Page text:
New research suggests that privacy in the metaverse might be impossible

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    new paper from University of California, Berkeley It became clear that without innovative new safeguards to protect users, privacy might not be possible in the metaverse.

    Recently released, led by graduate researcher Vivek Nair study Conducted at the Responsible Decentralized Intelligence Center (RDI), which contained the largest dataset of user interactions in virtual reality (VR) ever analyzed for privacy risk.

    What makes the results so surprising is that there is actually very little data needed to uniquely identify a user in the metaverse, and true anonymity can be lost in virtual worlds. .

    Simple motion data not so simple

    By way of background, most researchers and policy makers working with metaverse privacy It focuses on the many cameras and microphones of modern VR headsets to capture detailed information about a user’s facial features, voice quality, and eye movements, as well as surrounding information about the user’s home or office.


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    Some researchers worry about new technologies such as EEG sensors that can detect unique brain activity through the scalp. These rich data streams pose significant privacy risks in the metaverse, but turning them all off may not provide anonymity.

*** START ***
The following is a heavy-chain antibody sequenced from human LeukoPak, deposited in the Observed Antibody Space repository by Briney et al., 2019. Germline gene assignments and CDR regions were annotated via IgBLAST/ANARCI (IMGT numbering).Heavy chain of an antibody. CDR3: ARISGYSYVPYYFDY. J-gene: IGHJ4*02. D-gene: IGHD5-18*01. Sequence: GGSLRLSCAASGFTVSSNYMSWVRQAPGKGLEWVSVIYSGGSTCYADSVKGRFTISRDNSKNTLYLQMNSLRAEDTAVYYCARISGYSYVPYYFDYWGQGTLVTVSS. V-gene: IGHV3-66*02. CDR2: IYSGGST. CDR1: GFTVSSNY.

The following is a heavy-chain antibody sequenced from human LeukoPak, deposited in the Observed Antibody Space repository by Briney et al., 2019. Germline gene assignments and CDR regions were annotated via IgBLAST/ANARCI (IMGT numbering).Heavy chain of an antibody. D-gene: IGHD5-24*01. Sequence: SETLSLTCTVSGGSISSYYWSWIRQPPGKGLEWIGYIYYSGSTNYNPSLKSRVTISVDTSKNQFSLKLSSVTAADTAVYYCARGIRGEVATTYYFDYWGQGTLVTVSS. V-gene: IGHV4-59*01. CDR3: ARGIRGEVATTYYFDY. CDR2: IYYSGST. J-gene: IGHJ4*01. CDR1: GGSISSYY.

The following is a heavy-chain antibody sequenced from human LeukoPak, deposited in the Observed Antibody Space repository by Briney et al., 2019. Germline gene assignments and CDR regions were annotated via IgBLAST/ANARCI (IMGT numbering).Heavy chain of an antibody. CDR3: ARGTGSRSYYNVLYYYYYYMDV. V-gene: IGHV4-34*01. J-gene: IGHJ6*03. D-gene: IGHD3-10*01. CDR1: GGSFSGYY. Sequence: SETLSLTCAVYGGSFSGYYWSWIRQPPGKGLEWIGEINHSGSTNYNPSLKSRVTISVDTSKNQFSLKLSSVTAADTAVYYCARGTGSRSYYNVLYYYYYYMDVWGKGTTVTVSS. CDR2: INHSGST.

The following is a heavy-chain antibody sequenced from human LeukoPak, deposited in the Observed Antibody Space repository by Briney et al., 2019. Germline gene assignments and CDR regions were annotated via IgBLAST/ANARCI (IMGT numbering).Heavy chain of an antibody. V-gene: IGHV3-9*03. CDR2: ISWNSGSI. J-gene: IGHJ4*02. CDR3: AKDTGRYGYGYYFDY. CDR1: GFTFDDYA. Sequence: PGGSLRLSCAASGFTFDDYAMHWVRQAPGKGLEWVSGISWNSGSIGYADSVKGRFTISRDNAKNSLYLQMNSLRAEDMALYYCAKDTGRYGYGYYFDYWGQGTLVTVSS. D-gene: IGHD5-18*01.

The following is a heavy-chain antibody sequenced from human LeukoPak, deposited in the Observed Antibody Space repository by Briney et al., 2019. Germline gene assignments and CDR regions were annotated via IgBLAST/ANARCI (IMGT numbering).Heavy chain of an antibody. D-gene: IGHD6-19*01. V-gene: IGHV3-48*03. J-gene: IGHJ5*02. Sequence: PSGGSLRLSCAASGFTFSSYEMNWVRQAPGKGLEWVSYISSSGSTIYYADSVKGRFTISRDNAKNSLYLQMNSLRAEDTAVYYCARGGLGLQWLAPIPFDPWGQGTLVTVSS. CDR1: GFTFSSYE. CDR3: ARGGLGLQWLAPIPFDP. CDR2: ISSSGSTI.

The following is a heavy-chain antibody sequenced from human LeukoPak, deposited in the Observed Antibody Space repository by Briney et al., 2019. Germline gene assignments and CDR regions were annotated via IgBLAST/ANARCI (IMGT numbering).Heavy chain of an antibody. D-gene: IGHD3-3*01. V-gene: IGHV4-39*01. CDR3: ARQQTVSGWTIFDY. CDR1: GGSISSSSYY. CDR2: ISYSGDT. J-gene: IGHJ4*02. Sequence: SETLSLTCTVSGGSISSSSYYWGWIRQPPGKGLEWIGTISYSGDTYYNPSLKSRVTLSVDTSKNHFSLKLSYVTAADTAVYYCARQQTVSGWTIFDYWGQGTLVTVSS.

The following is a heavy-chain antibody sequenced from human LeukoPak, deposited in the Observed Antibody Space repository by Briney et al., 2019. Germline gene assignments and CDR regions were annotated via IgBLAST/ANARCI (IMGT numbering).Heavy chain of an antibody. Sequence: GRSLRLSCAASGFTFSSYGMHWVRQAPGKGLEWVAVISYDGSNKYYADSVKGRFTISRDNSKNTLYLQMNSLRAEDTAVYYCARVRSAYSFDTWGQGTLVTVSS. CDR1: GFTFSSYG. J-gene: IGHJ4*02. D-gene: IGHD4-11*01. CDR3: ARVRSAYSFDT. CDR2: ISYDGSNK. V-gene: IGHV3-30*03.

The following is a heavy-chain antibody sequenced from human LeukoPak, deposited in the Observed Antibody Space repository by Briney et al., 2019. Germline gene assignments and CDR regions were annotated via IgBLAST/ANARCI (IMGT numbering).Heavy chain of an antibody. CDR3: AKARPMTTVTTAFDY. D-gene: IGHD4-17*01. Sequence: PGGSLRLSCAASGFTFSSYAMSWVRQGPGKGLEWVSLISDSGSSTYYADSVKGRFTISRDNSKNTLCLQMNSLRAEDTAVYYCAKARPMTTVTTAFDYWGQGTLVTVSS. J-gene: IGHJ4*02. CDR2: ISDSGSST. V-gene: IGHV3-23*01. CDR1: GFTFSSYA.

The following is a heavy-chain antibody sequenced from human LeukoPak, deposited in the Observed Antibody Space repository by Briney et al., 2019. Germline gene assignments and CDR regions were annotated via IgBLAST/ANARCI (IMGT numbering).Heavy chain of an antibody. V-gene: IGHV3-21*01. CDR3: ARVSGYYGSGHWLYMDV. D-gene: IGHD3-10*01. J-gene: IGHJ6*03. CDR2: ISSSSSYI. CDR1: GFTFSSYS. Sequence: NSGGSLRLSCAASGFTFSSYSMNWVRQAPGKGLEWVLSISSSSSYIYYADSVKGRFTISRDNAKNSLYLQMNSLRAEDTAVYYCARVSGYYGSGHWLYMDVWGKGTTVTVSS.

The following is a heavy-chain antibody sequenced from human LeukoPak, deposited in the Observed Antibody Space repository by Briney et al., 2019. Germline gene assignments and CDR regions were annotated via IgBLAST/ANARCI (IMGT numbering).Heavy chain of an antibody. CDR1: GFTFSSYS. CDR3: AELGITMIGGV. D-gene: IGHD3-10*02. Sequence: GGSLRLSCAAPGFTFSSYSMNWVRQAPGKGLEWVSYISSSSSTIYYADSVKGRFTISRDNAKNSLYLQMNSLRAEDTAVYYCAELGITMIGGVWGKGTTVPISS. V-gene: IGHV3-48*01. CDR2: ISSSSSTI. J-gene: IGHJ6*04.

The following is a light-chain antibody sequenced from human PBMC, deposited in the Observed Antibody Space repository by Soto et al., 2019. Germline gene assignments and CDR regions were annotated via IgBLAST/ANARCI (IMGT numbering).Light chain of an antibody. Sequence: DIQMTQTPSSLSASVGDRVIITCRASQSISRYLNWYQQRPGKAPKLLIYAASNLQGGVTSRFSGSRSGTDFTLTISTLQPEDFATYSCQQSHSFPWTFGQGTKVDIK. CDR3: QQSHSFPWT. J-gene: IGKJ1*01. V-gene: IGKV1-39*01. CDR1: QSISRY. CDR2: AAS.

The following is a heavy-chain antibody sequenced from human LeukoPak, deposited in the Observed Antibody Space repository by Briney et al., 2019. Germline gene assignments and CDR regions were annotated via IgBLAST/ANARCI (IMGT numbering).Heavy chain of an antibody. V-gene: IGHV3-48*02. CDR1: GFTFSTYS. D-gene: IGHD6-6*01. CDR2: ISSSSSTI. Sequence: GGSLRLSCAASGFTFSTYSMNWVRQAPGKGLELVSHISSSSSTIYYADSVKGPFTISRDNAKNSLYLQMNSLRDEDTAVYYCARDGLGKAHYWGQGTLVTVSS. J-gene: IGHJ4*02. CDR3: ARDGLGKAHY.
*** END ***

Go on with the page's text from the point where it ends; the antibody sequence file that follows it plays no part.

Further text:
This is because only the most basic data stream (simple motion data) required to interact with the virtual world can uniquely identify a user among many.

    And by “simple motion data” I mean the three most basic data points tracked by the virtual reality system. 1 point for the user’s head and 1 point for each hand. Researchers often refer to this as “telemetry data” and it represents the minimal set of data necessary to allow users to interact naturally in a virtual environment.

    Uniquely identified in seconds

    this leads me to something new Berkeley Research, “Unique identification of over 50,000 virtual reality users from head and hand movement dataThe study analyzed over 2.5 million VR data recordings (fully anonymized) recorded from over 50,000 players in the popular Beat Saber app, using just 100 seconds of motion data, 94% We have found that we can uniquely identify individual users with greater accuracy.

    Even more amazing, we were able to uniquely identify half of all users with just 2 seconds of motion data. Achieving this level of accuracy required innovative AI techniques, and again, the data used was very sparse. Only three spatial points were tracked for each user over time.